Klangfarbenmelodie (German for "sound-color melody") is a musical technique that involves splitting a musical line or melody between several instruments, rather than assigning it to just one instrument (or set of instruments), thereby adding color (timbre) and texture to the melodic line. The technique is sometimes compared to "pointillism",[1] a neo-impressionist painting technique.


The term derives from Arnold Schoenberg's Harmonielehre,[2] where he discusses the creation of "timbre structures". Schoenberg and Anton Webern are particularly noted for their use of the technique, Schoenberg most notably in the third of his Five Pieces for Orchestra (Op. 16), and Webern in his Op. 10 (likely a response to Schoenberg's Op. 16), his Concerto for Nine Instruments (Op. 24), the Op. 11 pieces for cello and piano, and his orchestration of the six-part ricercar from Bach's Musical Offering:

Klangfarbenmelodie in Webern's arrangement of Bach's Ricercar

This may be compared with Bach's open score of the subject and the traditional homogeneous timbre used in arrangements:

Bach's open score of his Ricercar subject. Play

Schoenberg himself employed the technique in his 1928 orchestration of the "St. Anne" organ Prelude BWV 552 from J. S. Bach's Clavier-Übung III. Malcolm MacDonald says of this arrangement, "The gamut of colour—including harp, celesta and glockenspiel, six clarinets of various sizes, and a very agile bass tuba is brilliantly kaleidoscopic. The instrumentation has a serious purpose, however: it emphasizes structural divisions ... and, above all, brings out the individual contrapuntal lines."[3] A sequence of constantly changing timbres may be clearly heard in Schoenberg's rendering of the following passage:

Bach, St Anne prelude for organ, BWV552, bars 33-36
Bach "St Anne" Prelude for organ, BWV552, bars 33-36.

Notable examples of such voice distribution that preceded the use of the term may be found in music of the 18th and 19th centuries. John Eliot Gardiner says of the orchestral opening of J. S. Bach's Cantata Brich dem Hungrigen dein Brot, BWV 39, "Bach sets out almost tentatively in an introductory sinfonia with repeated quavers tossed from paired recorders to paired oboes to the strings and back over stiffly disjointed quavers in the continuo.":[4]

J.S.Bach, Cantata BWV39, opening bars
J. S. Bach Cantata BWV 39, opening bars.

In Beethoven's Symphony No. 3, ("Eroica"), first movement, according to George Grove, we hear "a succession of phrases of three notes, repeated by different instruments one after another":[5]

Beethoven Symphony 3, 1st movement, bars 45-49
Beethoven, Symphony No. 3, first movement, bars 45–49.

Similarly, in the fourth movement of Berlioz' Symphonie fantastique, ("March to the Scaffold"), the melody first appears as a descending scale played on 'cellos and basses:

Berlioz, descending scale theme from the March to the Scaffold bars 17-20
Descending scale theme from Berlioz' March to the Scaffold, bars 17–20.

Later, this melodic line is passed between the strings and the winds several times:

Berlioz, March to the Scaffold bars 109-12
Berlioz March to the Scaffold, bars 109–12.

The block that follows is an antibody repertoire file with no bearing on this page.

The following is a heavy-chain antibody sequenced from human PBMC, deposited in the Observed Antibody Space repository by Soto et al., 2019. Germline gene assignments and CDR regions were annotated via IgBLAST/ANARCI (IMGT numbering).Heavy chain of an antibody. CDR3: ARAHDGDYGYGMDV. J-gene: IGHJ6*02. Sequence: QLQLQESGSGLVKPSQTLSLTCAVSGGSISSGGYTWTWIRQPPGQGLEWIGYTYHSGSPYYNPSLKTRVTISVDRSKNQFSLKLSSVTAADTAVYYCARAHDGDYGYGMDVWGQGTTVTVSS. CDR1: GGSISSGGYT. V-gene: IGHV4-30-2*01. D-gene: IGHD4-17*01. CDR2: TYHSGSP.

There are further instances in the works of Claude Debussy:

Prélude à L'Après-midi d'un faune, bars, 35-40
Prélude à L'Après-midi d'un faune, bars 35-40

Regarding the latter, Samson writes: "To a marked degree the music of Debussy elevates timbre to an unprecedented structural status; already in Prélude à l'après-midi d'un faune the color of flute and harp functions referentially."[6]

In the 1950s, the concept inspired a number of European composers including Karlheinz Stockhausen to attempt systematization of timbre along serial lines, especially in electronic music.[7]

During the late 20th century, musicians within the progressive rock genre experimented with using this compositional technique, a notable example being Gentle Giant. [citation needed]

See also


  1. ^ Rogers 2004, p. 147; Swenson 1978, p. xv; Nadel 1999, p. 245; Hoffer 2009, p. 275.
  2. ^ Schoenberg 1966, p. 503: Am Klang werden drei Eigenschaften erkannt: seine Höhe, Farbe und Stärke. [...] Die Bewertung der Klangfarbe, der zweiten Dimension des Tons, befindet sich also in einem noch viel unbebautern, ungeordetern Zustand [...]. Ist es nun möglich, aus Klangfarben, die sich der Höhen nach unterscheiden, Gebilde entstehen zu lassen, die wir Melodien nennen, Folgen, deren Zusammenhang eine gedankenänliche Wirkung hervorruft, dann muss es auch möglich sein, aus den Klangfarben der anderen Dimension, aus dem, was wir schlechtweg Klangfarben nennen, solche Folgen herzustellen, deren Beziehung untereinander mit einer Art Logik wirkt, ganz äquivalent jener Logik, die uns bei der Melodie der Klanghöhen genügt. ("In a musical sound (Klang) three characteristics are recognized: its pitch, color [timbre], and volume. [...] The evaluation of tone color (Klangfarbe), the second dimension of tone, is thus in a still much less cultivated, much less organized state [...]. Now, if it is possible to create patterns out of tone colors that are differentiated according to pitch, patterns we call 'melodies', progressions, whose coherence (Zusammenhang) evokes an effect analogous to thought processes, then it must also be possible to make such progressions out of the tone colors of the other dimension, out of that which we call simply 'tone color', progressions whose relations with one another work with a kind of logic entirely equivalent to that logic which satisfies us in the melody of pitches." English translation by Roy E. Carter in Schoenberg 1978, p. 421.)
  3. ^ MacDonald 1976, p. 197.
  4. ^ Gardiner 2014, p. 447.
  5. ^ Grove 1898, p. 60.
  6. ^ Samson 1977, p. 195.
  7. ^ Rushton 2001


Atonality and post-tonality